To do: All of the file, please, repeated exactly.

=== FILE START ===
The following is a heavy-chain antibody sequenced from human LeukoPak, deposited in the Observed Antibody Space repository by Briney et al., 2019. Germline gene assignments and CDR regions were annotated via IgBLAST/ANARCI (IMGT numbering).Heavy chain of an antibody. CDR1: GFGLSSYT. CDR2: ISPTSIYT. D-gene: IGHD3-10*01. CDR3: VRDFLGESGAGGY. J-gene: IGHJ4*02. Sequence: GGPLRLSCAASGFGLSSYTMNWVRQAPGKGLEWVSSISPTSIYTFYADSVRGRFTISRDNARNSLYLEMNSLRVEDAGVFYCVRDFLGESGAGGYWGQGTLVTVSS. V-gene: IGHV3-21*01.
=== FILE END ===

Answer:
The following is a heavy-chain antibody sequenced from human LeukoPak, deposited in the Observed Antibody Space repository by Briney et al., 2019. Germline gene assignments and CDR regions were annotated via IgBLAST/ANARCI (IMGT numbering).Heavy chain of an antibody. CDR1: GFGLSSYT. CDR2: ISPTSIYT. D-gene: IGHD3-10*01. CDR3: VRDFLGESGAGGY. J-gene: IGHJ4*02. Sequence: GGPLRLSCAASGFGLSSYTMNWVRQAPGKGLEWVSSISPTSIYTFYADSVRGRFTISRDNARNSLYLEMNSLRVEDAGVFYCVRDFLGESGAGGYWGQGTLVTVSS. V-gene: IGHV3-21*01.